…sitron-og urtebakt laks …
Adapted from a recipe found in Mat & Vin – Norges største matmagasin.
- Don’t bake salmon too long, or it will be dry. When the flesh is white when coked, it is overcooked. It still needs to be pink.
- Use individual baking dishes and bake each person’s portion in its own dish…serve directly from oven to table.
- Serve the salmon with some steamed or oven baked courgettes.
- I love dill with salmon, but try coriander(cilantro) or chervil, instead of dill.
- Use sour cream, or cream or thick cream if you can’t find créme fraîche.
This first encounter with Norway made me realize once again how beautiful our world is and how different the continents and cultures are and just how exciting those differences are. I found Oslo beautiful, different and exciting.
The ocean forms a big part of everyday life with ferries coming and going, fresh fish and seafood sold from the boats, shopping centers overlooking the ocean and eateries to pick and choose from on the quai. Lovely architectures hide among the now bare trees, parks with benches and people eating lunch and abundant bird life.. Walking, skiing, cross country skiing… the ski slopes are just on the edge of town, people are equipped with skis in the metro and buses – part of everyday life. So much I can say and express, but sometimes it is better to enjoy without words and discover for oneself…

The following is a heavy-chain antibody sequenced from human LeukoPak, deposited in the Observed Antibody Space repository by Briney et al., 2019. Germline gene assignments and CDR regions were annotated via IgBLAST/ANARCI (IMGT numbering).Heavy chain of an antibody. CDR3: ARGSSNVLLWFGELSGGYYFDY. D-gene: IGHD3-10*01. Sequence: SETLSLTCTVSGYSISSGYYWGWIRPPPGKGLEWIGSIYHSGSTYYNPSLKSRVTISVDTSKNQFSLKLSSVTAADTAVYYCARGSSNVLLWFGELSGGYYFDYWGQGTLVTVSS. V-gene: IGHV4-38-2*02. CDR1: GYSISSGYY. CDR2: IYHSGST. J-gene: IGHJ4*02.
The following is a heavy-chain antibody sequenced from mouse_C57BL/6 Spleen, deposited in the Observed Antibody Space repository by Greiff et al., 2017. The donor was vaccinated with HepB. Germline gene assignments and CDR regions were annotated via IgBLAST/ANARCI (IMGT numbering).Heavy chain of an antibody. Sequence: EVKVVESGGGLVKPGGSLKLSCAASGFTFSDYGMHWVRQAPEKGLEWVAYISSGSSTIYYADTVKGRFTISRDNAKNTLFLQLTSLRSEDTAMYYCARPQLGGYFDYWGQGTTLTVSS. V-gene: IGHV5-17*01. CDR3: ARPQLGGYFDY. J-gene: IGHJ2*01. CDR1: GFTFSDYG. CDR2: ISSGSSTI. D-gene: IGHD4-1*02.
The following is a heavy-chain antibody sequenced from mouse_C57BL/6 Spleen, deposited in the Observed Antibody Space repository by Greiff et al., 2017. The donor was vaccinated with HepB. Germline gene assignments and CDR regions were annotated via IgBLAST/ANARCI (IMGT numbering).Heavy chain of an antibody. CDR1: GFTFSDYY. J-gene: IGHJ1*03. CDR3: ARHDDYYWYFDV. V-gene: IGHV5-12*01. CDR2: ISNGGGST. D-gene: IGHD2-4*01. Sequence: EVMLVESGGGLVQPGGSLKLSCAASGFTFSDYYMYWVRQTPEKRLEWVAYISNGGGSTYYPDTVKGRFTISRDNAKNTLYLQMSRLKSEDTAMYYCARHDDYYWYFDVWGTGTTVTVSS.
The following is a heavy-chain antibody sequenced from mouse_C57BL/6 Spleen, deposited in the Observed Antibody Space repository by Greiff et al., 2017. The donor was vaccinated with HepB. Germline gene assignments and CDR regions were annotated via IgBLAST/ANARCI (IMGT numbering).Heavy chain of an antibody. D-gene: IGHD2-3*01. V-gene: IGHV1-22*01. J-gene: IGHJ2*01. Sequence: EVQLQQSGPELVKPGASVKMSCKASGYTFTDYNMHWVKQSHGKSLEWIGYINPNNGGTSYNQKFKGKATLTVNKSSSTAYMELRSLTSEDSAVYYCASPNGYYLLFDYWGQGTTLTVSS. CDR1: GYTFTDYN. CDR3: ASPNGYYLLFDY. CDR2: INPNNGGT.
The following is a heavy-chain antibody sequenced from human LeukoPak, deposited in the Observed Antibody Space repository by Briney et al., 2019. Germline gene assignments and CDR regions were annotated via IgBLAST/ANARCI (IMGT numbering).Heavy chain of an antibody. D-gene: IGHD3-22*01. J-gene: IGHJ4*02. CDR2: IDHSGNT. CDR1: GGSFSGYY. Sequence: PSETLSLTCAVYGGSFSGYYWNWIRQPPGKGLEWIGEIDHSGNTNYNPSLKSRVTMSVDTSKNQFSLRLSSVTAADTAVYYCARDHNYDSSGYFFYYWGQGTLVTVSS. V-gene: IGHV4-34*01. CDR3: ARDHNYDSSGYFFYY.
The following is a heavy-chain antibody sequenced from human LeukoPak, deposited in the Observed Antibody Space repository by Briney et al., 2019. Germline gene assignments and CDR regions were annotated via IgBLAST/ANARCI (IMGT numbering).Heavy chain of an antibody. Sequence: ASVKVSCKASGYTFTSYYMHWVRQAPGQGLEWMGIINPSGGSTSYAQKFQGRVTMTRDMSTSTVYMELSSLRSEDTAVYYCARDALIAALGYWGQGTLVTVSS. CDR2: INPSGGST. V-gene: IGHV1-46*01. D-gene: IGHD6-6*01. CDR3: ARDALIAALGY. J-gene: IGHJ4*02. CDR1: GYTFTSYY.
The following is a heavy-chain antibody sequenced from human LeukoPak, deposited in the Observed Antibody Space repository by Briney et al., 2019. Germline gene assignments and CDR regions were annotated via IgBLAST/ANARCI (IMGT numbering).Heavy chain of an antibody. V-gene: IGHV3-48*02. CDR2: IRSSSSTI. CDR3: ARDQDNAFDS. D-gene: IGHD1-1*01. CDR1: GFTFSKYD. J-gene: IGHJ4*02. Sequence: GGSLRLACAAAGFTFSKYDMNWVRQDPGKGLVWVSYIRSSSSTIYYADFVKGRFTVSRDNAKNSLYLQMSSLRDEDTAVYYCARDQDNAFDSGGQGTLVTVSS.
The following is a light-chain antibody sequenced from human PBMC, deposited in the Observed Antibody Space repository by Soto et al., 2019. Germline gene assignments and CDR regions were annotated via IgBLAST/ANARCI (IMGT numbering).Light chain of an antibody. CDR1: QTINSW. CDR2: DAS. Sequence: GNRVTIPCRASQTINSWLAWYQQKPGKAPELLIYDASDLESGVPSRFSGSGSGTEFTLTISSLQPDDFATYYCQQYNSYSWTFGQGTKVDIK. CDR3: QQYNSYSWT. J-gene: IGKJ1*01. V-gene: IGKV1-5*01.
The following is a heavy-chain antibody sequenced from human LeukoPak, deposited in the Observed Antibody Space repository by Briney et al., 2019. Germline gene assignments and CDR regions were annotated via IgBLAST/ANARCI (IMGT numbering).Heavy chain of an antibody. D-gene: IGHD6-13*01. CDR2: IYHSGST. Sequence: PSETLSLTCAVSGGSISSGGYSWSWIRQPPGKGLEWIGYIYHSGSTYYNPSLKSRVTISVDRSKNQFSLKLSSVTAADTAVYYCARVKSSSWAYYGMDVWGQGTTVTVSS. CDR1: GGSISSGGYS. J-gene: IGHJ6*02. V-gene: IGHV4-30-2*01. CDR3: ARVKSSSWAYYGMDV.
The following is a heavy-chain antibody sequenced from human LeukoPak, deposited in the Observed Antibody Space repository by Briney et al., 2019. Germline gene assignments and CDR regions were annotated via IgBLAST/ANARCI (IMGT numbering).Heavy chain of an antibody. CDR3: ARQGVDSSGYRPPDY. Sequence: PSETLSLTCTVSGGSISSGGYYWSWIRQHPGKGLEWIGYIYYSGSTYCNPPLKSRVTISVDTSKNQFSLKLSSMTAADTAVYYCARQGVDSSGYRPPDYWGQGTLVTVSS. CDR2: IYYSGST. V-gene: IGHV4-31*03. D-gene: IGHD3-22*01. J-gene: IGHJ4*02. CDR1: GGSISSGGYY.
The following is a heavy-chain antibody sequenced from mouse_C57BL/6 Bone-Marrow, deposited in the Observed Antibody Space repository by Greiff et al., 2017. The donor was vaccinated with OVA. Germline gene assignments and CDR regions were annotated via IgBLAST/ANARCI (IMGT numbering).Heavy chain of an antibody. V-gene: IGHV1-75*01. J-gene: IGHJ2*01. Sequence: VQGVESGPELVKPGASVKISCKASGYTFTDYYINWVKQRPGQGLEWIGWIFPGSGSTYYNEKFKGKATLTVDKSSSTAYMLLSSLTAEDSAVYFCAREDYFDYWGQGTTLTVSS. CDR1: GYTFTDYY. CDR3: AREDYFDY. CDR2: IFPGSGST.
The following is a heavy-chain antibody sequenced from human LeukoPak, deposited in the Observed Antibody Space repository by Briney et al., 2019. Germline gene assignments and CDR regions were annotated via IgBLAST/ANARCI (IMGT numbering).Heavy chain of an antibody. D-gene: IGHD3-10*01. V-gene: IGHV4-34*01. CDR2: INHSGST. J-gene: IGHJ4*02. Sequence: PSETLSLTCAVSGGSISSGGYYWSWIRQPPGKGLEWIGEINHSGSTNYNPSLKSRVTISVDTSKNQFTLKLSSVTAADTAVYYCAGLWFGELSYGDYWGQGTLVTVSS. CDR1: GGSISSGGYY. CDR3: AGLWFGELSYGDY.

My next stop…Grønland!!
…the titles can be read by scrolling over the image…